|matching existing curve detail||cutting out curve detail on horizontal supports|
2. How to Make Your Wood Garden Arch Last Longer
A common problem with outdoor woodworking is dealing with wood rot. You can help minimize this by using redwood (like we used for the wedding arbor) which is naturally more rot-resistant. The stain/finish you use can also help reduce warping, aging, and rotting — be sure to select a stain and finish meant for outdoor use.
Here is our favorite tip for extending the life of a wood garden arbor. Angle the tops of the posts to help reduce standing water on top. Whether the water is from good old rainwater or a sprinkling system, standing water on a post significantly contributes to wood rotting. For this gothic arch arbor, we used a small 5 degree angle to keep the angle less noticeable.
3. How to Level and Anchor
We decided to install the garden arbor over the path that entered into our box garden area, right off the patio. This allowed us to anchor the arbor to the raised garden beds. That way we didn’t need footings.
It all depends on where you what to install yours on how it needs to be anchored. You could anchor it to a patio, concrete footings in the ground, a fence, or garden boxes like ours. Whatever you choose to do, you must anchor your arbor, so you are safe from it blowing over in the wind or getting knocked over by climbing kiddos and hurting someone.
Before cutting the wood corner posts to the final length, check for level. Our patio slants at a 2% grade, which made one side of the arbor 1″ taller, in order to make it level across the top. Pictured below, is an easy way to check. By spanning a board across with a level on top, I was able to measure the difference from the top of the leveled board to the ground. And add the difference to the longer side. Once the corner posts were cut to length and angled on top, screw to the side of the boxes (or secure to the other anchor options).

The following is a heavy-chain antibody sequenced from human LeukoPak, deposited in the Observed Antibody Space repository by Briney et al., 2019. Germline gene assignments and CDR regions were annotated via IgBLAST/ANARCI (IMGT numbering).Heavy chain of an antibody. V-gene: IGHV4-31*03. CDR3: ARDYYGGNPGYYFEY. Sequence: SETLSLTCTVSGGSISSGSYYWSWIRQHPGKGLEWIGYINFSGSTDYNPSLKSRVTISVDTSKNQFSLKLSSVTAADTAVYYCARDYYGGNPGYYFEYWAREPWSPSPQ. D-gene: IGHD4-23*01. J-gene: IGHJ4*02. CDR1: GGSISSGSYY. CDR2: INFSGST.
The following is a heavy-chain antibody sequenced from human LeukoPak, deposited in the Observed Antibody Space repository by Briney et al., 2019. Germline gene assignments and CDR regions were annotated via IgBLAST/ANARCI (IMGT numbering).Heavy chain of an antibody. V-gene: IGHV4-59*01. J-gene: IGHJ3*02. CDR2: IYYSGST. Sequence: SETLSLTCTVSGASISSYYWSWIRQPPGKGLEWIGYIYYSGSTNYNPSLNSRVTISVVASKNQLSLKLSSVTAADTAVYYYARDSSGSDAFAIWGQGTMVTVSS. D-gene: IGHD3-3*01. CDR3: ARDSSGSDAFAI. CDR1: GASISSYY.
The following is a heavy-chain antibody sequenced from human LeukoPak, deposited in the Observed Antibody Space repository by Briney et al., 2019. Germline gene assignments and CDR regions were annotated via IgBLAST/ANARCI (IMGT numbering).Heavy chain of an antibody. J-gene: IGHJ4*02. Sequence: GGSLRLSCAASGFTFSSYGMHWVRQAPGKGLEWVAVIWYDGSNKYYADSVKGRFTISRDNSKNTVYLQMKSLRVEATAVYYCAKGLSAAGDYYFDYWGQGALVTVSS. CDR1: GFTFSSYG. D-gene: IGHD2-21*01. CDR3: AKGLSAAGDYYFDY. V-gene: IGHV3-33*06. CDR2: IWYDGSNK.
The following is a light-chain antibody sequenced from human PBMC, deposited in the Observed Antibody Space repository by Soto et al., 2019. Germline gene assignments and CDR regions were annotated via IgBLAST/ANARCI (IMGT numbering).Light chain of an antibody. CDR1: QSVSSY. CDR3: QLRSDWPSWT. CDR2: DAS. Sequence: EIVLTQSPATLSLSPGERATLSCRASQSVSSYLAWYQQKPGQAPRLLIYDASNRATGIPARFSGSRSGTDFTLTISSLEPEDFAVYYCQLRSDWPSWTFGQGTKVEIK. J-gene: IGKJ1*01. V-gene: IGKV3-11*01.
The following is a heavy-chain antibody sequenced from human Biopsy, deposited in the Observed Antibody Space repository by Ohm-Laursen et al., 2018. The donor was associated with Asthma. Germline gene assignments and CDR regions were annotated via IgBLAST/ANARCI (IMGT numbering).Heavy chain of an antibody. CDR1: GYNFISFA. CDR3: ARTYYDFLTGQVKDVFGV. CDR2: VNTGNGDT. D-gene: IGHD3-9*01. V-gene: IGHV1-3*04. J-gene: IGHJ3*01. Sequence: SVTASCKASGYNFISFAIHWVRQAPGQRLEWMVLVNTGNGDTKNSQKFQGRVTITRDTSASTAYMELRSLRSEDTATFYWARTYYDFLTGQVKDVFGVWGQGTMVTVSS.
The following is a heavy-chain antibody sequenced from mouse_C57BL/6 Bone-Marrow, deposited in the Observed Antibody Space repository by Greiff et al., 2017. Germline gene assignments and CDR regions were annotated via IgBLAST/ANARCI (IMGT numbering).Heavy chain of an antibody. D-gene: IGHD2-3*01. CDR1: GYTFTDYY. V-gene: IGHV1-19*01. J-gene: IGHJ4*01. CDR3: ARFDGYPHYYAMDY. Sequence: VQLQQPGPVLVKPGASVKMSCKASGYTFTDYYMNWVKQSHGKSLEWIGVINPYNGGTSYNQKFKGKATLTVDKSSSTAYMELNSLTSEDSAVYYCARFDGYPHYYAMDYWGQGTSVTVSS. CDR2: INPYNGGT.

4. How to Cut Out Wood Arches
We designed this gothic arch to be cut in two pieces, which come together at the top. To draw the arches, you’ll set up a good old-fashioned compass using a screw in a piece of scrap wood, string, and a pencil. Then you’ll use a simple L square to add the end lines where the arches will meet in the middle and attach to the side posts.
The full details, as well as a full-size template, are included in the printable woodworking plan. We’ve also included tips for adjusting the size of the arch if your walkway is narrower or wider than ours.
5. Tips for Assembling
After sanding (and staining, if you’d like) all the arch pieces, assembly is pretty simple. Assemble the front, then the back, and then use the supports to attach the front and back together — then attach the wire plant trellis piece. Full instructions are included in the printable woodworking plan. Here are some of our best tips.
Clamps will be your best friend! A few high-quality bar clamps make assembly on this wooden arch (and so many other projects) so much easier — especially on a piece like this arbor where we are hiding as many of the screws as possible as we sandwich the boards together.
To easy install an arch horizontal support: Measure the location, then clamp and level a spare 2×4 in position to hold the horizontal support in place.
To easily install a top cross brace: clamp a block of wood below it while it is screwed in place.
What are the final dimensions?
Following our woodworking plans, the finished garden arbor measures 8’ 5 1/2″ (101.5”) total height, with 3’ 6” (42”) width between the posts.